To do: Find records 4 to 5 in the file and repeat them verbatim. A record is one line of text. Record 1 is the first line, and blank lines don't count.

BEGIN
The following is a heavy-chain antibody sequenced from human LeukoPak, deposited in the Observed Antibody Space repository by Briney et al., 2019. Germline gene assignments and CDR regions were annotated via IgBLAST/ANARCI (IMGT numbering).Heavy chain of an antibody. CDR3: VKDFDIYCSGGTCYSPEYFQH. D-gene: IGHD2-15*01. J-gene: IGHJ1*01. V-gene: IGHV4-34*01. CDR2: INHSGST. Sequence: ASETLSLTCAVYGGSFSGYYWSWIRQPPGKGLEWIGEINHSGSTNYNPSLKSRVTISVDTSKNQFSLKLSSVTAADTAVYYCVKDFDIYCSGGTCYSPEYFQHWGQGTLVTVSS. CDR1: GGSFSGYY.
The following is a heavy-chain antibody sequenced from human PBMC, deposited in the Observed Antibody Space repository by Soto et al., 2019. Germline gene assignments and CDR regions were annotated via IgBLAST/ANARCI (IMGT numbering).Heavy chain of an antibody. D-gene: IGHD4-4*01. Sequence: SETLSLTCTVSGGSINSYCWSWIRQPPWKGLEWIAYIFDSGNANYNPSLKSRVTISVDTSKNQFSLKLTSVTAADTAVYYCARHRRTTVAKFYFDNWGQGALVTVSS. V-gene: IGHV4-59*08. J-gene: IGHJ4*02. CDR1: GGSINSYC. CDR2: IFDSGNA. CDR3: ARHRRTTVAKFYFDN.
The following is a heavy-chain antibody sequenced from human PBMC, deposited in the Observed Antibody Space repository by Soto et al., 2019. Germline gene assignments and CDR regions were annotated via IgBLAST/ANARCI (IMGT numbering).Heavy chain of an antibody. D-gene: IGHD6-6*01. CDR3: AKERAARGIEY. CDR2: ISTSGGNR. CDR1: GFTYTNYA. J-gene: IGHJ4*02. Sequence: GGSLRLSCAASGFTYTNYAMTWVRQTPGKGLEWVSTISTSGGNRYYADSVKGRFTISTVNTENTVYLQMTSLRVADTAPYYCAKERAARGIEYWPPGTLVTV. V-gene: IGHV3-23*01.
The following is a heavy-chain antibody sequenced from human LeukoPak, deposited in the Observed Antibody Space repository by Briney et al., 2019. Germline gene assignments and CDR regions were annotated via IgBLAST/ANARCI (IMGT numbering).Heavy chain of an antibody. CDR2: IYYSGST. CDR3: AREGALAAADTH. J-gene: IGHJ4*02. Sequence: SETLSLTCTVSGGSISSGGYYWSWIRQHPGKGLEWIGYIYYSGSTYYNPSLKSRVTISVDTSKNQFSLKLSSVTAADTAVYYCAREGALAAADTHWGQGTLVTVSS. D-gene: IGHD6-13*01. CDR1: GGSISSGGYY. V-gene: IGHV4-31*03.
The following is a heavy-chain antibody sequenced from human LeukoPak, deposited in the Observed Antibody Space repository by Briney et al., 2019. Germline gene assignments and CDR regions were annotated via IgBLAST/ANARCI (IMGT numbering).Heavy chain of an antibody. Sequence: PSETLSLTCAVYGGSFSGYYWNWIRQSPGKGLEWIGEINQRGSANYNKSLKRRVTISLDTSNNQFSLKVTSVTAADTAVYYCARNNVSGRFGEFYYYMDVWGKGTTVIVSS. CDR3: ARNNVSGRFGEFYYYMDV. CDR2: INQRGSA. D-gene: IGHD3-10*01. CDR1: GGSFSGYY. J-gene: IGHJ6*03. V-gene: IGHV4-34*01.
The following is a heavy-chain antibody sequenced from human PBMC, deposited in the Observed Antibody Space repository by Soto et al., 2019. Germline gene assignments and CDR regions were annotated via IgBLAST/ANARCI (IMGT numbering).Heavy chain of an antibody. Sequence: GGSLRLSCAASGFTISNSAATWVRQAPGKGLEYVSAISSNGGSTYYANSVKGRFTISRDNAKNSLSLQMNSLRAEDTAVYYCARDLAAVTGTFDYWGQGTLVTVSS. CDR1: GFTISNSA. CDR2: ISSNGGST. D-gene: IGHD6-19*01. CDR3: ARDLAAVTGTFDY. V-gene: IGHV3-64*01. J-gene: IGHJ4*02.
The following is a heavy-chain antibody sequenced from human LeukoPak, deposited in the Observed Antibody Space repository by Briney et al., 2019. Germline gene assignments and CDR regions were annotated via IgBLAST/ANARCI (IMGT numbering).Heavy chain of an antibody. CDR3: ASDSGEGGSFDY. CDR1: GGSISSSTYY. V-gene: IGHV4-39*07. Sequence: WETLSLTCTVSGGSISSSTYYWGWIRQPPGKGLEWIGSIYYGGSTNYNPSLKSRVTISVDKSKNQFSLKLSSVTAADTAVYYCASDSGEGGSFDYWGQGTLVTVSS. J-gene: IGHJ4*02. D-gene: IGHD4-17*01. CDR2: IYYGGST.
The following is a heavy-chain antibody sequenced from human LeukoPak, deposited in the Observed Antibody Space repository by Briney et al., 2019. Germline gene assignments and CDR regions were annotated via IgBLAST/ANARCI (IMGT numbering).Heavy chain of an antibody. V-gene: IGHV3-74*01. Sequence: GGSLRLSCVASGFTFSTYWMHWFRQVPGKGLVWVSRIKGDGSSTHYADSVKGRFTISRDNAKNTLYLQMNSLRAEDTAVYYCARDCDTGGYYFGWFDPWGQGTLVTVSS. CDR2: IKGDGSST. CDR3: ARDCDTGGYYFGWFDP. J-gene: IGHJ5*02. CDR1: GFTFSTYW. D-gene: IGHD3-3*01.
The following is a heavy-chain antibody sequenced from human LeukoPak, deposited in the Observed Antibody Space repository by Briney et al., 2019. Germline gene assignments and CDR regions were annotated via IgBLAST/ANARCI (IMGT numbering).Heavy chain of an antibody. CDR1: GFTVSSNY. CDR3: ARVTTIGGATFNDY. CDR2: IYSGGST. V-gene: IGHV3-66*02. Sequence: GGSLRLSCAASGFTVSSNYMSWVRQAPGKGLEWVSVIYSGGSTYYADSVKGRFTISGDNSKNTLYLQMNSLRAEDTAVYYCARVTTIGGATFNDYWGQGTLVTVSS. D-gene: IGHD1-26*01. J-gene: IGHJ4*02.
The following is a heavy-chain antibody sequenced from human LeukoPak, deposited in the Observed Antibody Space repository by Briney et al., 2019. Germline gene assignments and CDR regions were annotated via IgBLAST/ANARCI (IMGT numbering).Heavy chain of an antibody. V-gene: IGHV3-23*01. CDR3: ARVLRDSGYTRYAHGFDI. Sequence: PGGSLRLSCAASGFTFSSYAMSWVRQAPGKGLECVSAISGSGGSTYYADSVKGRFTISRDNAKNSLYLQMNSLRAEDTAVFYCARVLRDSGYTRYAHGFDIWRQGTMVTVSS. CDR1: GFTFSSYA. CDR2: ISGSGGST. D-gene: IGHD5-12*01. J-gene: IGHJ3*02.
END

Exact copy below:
The following is a heavy-chain antibody sequenced from human LeukoPak, deposited in the Observed Antibody Space repository by Briney et al., 2019. Germline gene assignments and CDR regions were annotated via IgBLAST/ANARCI (IMGT numbering).Heavy chain of an antibody. CDR2: IYYSGST. CDR3: AREGALAAADTH. J-gene: IGHJ4*02. Sequence: SETLSLTCTVSGGSISSGGYYWSWIRQHPGKGLEWIGYIYYSGSTYYNPSLKSRVTISVDTSKNQFSLKLSSVTAADTAVYYCAREGALAAADTHWGQGTLVTVSS. D-gene: IGHD6-13*01. CDR1: GGSISSGGYY. V-gene: IGHV4-31*03.
The following is a heavy-chain antibody sequenced from human LeukoPak, deposited in the Observed Antibody Space repository by Briney et al., 2019. Germline gene assignments and CDR regions were annotated via IgBLAST/ANARCI (IMGT numbering).Heavy chain of an antibody. Sequence: PSETLSLTCAVYGGSFSGYYWNWIRQSPGKGLEWIGEINQRGSANYNKSLKRRVTISLDTSNNQFSLKVTSVTAADTAVYYCARNNVSGRFGEFYYYMDVWGKGTTVIVSS. CDR3: ARNNVSGRFGEFYYYMDV. CDR2: INQRGSA. D-gene: IGHD3-10*01. CDR1: GGSFSGYY. J-gene: IGHJ6*03. V-gene: IGHV4-34*01.